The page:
A group of gamers will put down their video game controllers come Dec. 21 in remembrance of the victims of the Sandy Hook Elementary School shooting, but others are unsure if the gesture is a good idea.
The Online Shooters Ceasefire is being organized by Antwand Pearman, who is the editor-in-chief of GamerFitNation and is also responsible for a similar event that was held last year shortly after the Sandy Hook shooting occurred. Last year's event attracted more than 3,000 confirmed participants on its Facebook page, who agreed to stop playing online shooters for a day in show of support for the victims and their families.
This year, Pearman is hoping to expand the event and use it as an opportunity for the gaming community to pause, reflect and show their support once again.
"We decided to do it again this year because there have been lots of issues with gun violence, so we wanted to make it an annual event in remembrance of those who lost their lives to violence," Pearman told Polygon. "This started as something I wanted to do from the heart. I have two daughters and a son, so [when Sandy Hook happened], I just wanted to do something that would be a good gesture, to show my support."
"This started as something I wanted to do from the heart."
The event has garnered support from members of the gaming community, with various media outlets and gaming communities choosing to take part in the event. One of the participants this year is Nia Pierce, who is the founder of video game website SheAttack. Pierce told Polygon that she has a background in education, having previously work as a pre-school teacher, and her experience as both a carer and a gamer compelled her to support the ceasefire.
"I felt that it was my duty to participate in the ceasefire because not only was I a protector of children, but I am also a gamer," she said. "It only feels right and the natural thing for me to do. Looking at the innocent faces of all of my students and the way they reacted when their parents picked them up from school, I couldn't help but grieve over the fact that the children at Sandy Hook were robbed of that very same feeling."
The event has also drawn criticism. One of the key issues raised during last year's event was the way in which a "ceasefire" inadvertently created a connection between violent video games and violent actions in the real world. With the media, politicians and various lobbies frequently making that connection on their own, it was seen as fuel for an already problematic image of video games.
According to technology and entertainment writer Daniel Nye Griffiths, whose work has appeared in Forbes and Wired UK, while he doesn't doubt that the ceasefire is coming from a sincere place, such an event is tricky for multiple reasons.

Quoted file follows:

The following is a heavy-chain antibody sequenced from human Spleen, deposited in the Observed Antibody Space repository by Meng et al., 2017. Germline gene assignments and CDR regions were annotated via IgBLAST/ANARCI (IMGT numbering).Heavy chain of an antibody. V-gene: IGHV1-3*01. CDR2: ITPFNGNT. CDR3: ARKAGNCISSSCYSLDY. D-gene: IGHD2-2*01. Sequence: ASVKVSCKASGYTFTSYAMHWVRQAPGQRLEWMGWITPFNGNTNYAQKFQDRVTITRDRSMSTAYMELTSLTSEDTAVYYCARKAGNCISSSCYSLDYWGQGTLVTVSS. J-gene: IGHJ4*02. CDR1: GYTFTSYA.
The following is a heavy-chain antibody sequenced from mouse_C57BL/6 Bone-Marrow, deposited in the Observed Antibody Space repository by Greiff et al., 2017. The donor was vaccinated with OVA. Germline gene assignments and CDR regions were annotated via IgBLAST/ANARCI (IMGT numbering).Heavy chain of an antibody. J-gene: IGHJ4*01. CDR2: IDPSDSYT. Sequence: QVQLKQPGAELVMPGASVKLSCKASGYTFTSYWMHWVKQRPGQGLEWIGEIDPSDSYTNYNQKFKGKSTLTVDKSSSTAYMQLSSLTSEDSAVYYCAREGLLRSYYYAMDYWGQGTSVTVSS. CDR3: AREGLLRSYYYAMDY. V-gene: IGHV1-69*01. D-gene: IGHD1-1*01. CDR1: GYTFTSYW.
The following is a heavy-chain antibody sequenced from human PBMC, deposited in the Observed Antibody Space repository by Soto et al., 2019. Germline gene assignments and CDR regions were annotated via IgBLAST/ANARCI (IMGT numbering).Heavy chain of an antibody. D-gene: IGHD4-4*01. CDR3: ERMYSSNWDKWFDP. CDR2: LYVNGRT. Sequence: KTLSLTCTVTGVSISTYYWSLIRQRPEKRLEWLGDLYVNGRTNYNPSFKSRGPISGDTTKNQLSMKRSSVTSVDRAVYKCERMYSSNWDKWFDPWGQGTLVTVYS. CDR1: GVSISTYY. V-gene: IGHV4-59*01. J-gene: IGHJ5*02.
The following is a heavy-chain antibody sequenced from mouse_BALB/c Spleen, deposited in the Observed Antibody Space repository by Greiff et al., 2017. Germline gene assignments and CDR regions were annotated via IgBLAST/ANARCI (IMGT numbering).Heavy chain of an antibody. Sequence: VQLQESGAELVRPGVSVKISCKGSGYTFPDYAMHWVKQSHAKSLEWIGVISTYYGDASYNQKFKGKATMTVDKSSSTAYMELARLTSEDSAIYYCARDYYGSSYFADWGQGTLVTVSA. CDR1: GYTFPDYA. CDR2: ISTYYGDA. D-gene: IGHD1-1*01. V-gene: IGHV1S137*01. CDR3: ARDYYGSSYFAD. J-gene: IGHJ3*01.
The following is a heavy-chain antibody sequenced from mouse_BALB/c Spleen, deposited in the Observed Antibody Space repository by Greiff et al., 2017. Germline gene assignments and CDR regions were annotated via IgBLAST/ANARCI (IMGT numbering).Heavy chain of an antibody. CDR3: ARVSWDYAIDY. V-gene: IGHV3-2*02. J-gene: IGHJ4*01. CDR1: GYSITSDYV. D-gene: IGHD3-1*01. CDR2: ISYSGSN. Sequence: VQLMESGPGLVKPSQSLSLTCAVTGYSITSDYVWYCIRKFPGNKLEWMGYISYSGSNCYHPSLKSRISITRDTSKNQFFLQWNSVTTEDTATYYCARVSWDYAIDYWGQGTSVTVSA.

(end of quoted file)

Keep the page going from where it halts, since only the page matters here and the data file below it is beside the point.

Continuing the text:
"It's hard not to see an undertaking that explicitly promotes not playing online shooters as a way of showing respect for victims of a massacre as making some form of comment about the relationship between online shooters and real-world gun violence," he told Polygon. "The second thing that struck me was that it felt like, if we were as a community saying that not playing online shooters for 24 hours was a significant show of respect, we were also suggesting possibly that 24 hours without playing online shooters was a fairly significant undertaking.
"Again, that felt like something of a hostage to fortune at a time when various interested parties were looking more intently than usual for angles around people being addicted to video games, spending an unhealthy amount of time playing video games and so on."
Executive director of the International Game Developers Association Kate Edwards echoes Griffiths' sentiments. She told Polygon that it is understandable that individuals and organizations would want to mourn in remembrance in different ways, but the ceasefire could potentially be problematic.
"I feel the action of declaring a day of cessation of virtual game violence ... is misguided."
"The core intent of the Day of Ceasefire is admirable and rightly placed," Edwards told Polygon. "But I feel the action of declaring a day of cessation of virtual game violence, that has no proven connection to real-world behaviors, is misguided.
"Perhaps if the effort was tied to a broader call for the cessation of all forms of media violence — films, television, graphic novels, video games, etc. — it would help raise awareness of gun violence and not scapegoat a single form of media."
Pearman acknowledges the divide in views and that many gamers feel that such a gesture is an admission of guilt that associates guns with video games. But he says the ceasefire isn't about that, and he isn't concerned about the parallels being drawn because the event isn't about what the media or politicians think.
"It's about us as gamers coming together to do something positive," Pearman said. "Last year the press really understood where we were coming from and we didn't get negative press. It was so positive. It was just a moment of peace.
"I'm not worried or concerned. I feel like we should just do something because it's right, not because it's politically-correct."
Griffiths sees this as a valid conclusion, but believes that the concerns raised are at least worth thinking about.
"With the focus on online shooters and the evocation of a 'cease fire' in the title, it feels like this event, however intended, drew a parallel between video games and real-world gun violence," he said. "If you are making that connection, then it probably needs to be examined fairly critically."
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